Movie Review: Growing pains

Ellen Page glows as pregnant working-class heroine 'Juno.'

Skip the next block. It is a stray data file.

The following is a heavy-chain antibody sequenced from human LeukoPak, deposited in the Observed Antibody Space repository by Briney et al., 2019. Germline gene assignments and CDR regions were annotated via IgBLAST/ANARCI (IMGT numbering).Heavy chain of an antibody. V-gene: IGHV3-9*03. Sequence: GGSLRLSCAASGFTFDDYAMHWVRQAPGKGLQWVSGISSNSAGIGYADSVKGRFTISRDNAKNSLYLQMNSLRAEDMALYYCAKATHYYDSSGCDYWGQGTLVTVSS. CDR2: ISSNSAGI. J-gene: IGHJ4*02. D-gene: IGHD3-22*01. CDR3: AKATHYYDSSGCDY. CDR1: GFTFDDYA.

Juno (US) Comedy drama (96 min.) Rated PG-13 for mature thematic material, sexual content and language. Juno MacGuff is a girl in a fix. She skipped The Blair Witch Project on television to have sex on a battered brown armchair with classmate Pauli Bleeker, and now there's a raging pink plus sign on each of the three "pee sticks" she tests. Not so cool when you're 16 years old, the guy in question (the dead-pan, understated Michael Cera of Superbad fame) isn't really your boyfriend, and your parents hope the worst kind of trouble you get into would be hard drugs. "Anything," they say, "but this." So off goes uber-sassy Juno (played by 20-year-old Canadian Ellen Page) to Women Now, because, as she drolly states to her cheerleader friend on her hamburger phone, they "help women now." Only it turns out this is a girl who doesn't want their kind of help. Not from any great religious or moral impulse, not even because her "baby has fingernails" as her weedy pro-lifer peer points out, but from a more nebulous kind of gross-out, Juno rejects the abortion. And this is where Juno the movie takes off. We follow the pint-sized lead as she weighs her options, eventually finding a perfect yuppy couple to adopt her "Thing" from an ad in the drugstore's Pennysaver. As autumn turns to winter, Juno becomes the self-declared "cautionary whale" of her high school. The human sea of its corridors part for her as if pregnancy was contagious, and she learns a thing or two about life. THIS IS the fourth "pro-life" film to come out of the States in the last year alone (Waitress, Knocked Up, Bella), but Juno is much more than that, and in some sense avoids imparting any moral message. This is a coming-of-age story about disillusionment, responsibility and growing pains. Director Jason Reitman and writer Diablo Cody - who previously spent a year as a pole dancer in order to record her findings on a blog - has Juno negotiate her way through the thicket of sexual, familial and marital relations. Her journey begins with her parents' marriage that dissolved (all she has from her mother's new life is a collection of cactuses - a stinging rejection if there ever was one) and continues with her dad's second marriage to a nail technician. Further from home she contends with the dark secrets of her adoption candidates. The potential father, a Peter-Pan Mark Loring played by the ageing Jason Bateman, feels as if he is "living underground" in his marriage. Her own complicated relationship with Bleeker, a track geek whose only vice is orange tic-tacs, has yet to run its course. (Best movie moment: Bleeker's mom closes the door to his room and we get a 10-second view of his Alef-Beis cloth organizer.) Dispirited and confused, Juno comes home and asks her dad whether its actually possible to find someone and love them forever "or at least for a few years." "Find someone who thinks the sun shines out of your ass" is her father Mac MacGuff's reply. Like Clueless's Cher Horowitz (Alicia Silverstone) before her, Juno creates her own inimitable language that's hilariously unpredictable, embracing both the high, the low and the truly bizarre. She too, despite being the working-class, flannel-shirt- wearing incarnation of Silverstone's preppieness, is painfully quotable and eminently watchable. As she sits in Mr. and Mrs. Perfect's home with their pilates machine in front of her, she asks them why they don't just adopt a foreign kid. "You shoulda gone to China," Juno says. "I hear they give away babies like free iPods." WHILE WIT is as abundant in Juno as estrogen, the film certainly has its weaknesses. In the last half hour the plot is implausibly sentimental. How believable is it that the girl who makes such an unusual choice would still have a cheerleader who would stand by her, a father and step-mother who see her through from the first ultra-sound to the delivery, and a guy who does The Right Thing. And in the final analysis, the film also fails to grapple with any lasting psychological damage wrought upon a teenager who gives her kid up for adoption and plans to send it like a package without a return address: "Old school... You know, like Moses in a basket." The ending, which is wrapped up very neatly and tidily, is unsatisfactory to a thinking adult audience. Misgivings aside, the fabulous Juno - that has rightly been compared to Little Miss Sunshine but is sharper, wittier and has an even better soundtrack - is a winner. Academy Awards night will reveal whether this nominee for best picture steals the show. Atira Winchester is the founding editor of The Jerusalem Post's Weekend magazine.